Using your car seat tips

facebooktwittergoogle_plusredditpinterestlinkedintumblrmailfacebooktwittergoogle_plusredditpinterestlinkedintumblrmail

Too many bulky clothes, straps twisted & too loose. Where chest clips are permitted, this chest clip is too low

Child car seat manufacturers recommend that children do not wear bulky clothes when fastened in a child seat.

Secondly, the straps should not be too tight nor too loose! It is said that there should be enough room to just slide your hand underneath the chest harness element of the five point harness.

Chest clip / buckle – WARNING
The chest buckle should be level with the axilla (arm pit) so that it is resting on the sternum.

It stands to reason that having a hard bulky chest buckle on a child’s car seat is a significant factor in causing either thoracic or abdominal trauma in the event of an accident (award winning alternative). A toddler’s rib cage has not yet ossified and any trauma from a crash will penetrate through to the organs and arteries and not be dissipated around the rib cage.

A child’s chest experiences forces of up to 60g in the event of a collision at just 30mph. The chest buckle may not break on impact creating a hard surface that can add considerable force to a child’s internal organs.

The 5 point plus is a safer solution than the chest buckle (read how does it work?) as it solves the design flaw in standard five point harness car seats.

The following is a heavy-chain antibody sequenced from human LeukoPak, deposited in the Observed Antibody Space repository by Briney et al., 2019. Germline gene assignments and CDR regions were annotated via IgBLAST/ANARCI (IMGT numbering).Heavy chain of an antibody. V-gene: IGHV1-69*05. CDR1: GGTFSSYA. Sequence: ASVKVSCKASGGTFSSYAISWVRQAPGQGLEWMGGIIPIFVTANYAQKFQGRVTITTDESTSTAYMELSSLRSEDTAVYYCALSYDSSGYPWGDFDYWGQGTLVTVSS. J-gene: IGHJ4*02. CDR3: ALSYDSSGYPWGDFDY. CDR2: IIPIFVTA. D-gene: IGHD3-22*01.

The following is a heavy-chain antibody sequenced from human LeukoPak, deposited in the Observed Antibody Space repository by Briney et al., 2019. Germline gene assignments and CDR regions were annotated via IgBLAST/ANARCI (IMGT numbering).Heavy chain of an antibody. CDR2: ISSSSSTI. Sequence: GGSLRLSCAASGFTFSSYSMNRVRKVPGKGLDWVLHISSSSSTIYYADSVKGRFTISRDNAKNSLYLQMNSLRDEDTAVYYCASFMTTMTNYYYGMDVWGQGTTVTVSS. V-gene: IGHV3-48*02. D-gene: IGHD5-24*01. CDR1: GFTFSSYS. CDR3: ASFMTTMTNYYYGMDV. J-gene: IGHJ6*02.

Ensure that the harness is not twisted. During crash testing we found that a number of car seats had twisted harnesses when taken out of packaging. If strap is twisted, the load on the child under sudden braking will be far greater and will easily cut in to the child. It also makes the adjustment of straps more difficult.

Regularly check that your car seat is attached firmly, particularly non isofix models. Make sure that it does not wobble or slide.

At 30mph, an impact can create up to 60g of force, so any movement will be very dangerous to your childs’ health.

It is recommended that when installing your childs car seat that you bear as much weight on to the car seat (e.g. kneel on it) to squash the padding of the seat that it is resting on. If you don’t, the significant forces at the time of a crash will squash the car seat, the child seat may move forwards, endangering the childs head on the seat infront.

If you have leather car seats and are not using an isofix child car seat then it will be harder to get a rigid fit.

Where possible we recommend using isofix car seats. We didn’t use isofix with our son but now knowing how much can go wrong with the fitting of non isofix seat and the consequences during a low speed crash, we shudder at the extra risks he was exposed to. Whenever possible, always have the passenger seat in front of your child pulled as far forward as possible, particularly with non isofix models, to minimise the risk of your child hitting the back of the seat in the event of an accident.

Typical life span of a car seat is just six years unless it has been involved in an accident then it should be disposed of safely (cut the straps so that no one else can use it).